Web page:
In any analysis of credit, emphasis is always laid on four main elements - character, capacity, capital and collateral. It is not enough that a borrower shall be of undoubted integrity and honesty; the most reputable men sometimes fail in business because of lack of capacity or capital. Capacity without character and business probity may possibly secure temporary credit and business success, but there is always present an element of uncertainty. A borrower with plenty of capital but without character and capacity is likely to waste it or to turn it into unproductive channels, bringing discredit upon himself and distress to his associates. This holds true also of the borrower having collateral but lacking character and capacity.

"If the borrower have character and capacity," says a prominent banker, "you have a combination which will more than likely win out, one which will magnetically draw either capital or collateral, or both. We think there is hardly a line of trade in which, if character and tried capacity can be brought together, credit cannot be obtained for a start or capital attracted to the venture. ... If the credit man be certain of both character and capacity in an established business, he will need to give but a passing notice to the statement, for with character behind the schedule it will have been made up honestly, and with capacity behind it the man did not deceive himself or you. It means that the statement speaks conservatism, and that he has both technical ability and ability to finance. The sales made in this country in the course of a year upon character and capacity, with capital a minor factor, would run into the hundreds of millions of dollars, and the percentage of loss entailed under good credit management has been very low."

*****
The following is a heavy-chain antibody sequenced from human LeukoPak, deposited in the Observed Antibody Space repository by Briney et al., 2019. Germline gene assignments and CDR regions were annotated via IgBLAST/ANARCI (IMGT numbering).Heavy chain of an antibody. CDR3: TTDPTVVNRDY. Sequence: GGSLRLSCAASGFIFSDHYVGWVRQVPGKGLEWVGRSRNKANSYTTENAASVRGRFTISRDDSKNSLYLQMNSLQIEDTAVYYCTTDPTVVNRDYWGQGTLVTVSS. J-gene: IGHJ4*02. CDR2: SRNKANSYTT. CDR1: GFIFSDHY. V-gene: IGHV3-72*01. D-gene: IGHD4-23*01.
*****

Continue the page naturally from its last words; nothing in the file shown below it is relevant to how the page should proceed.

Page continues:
Reading References

Barrett: Modern Banking Methods, Chs. IV, V. Bolles: Money, Banking and Finance, Chs. IX, X. Conway and Patterson; Operations of the New Bank Act, Chs. IX, X, XXVIII. Fiske: The Modern Bank, Chs. XVI-XVIII. Hagerty: Mercantile Credit, Chs. III, IV. Howard and Johnson: Money and Banking, Chs. XXI- XXIII. Jefferson: Banking Practice and Foreign Exchange, Chs. VII-IX. Langhlin (Ed.): Banking Reform, Chs. V-VII, XIV. Moxey: Practical Banking, Chs. XIII-XVI. Pratt: Work of Wall Street (Rev. ed.), Chs. XVIII-XX. Prendergast: Credit and Its Uses, Ch. III.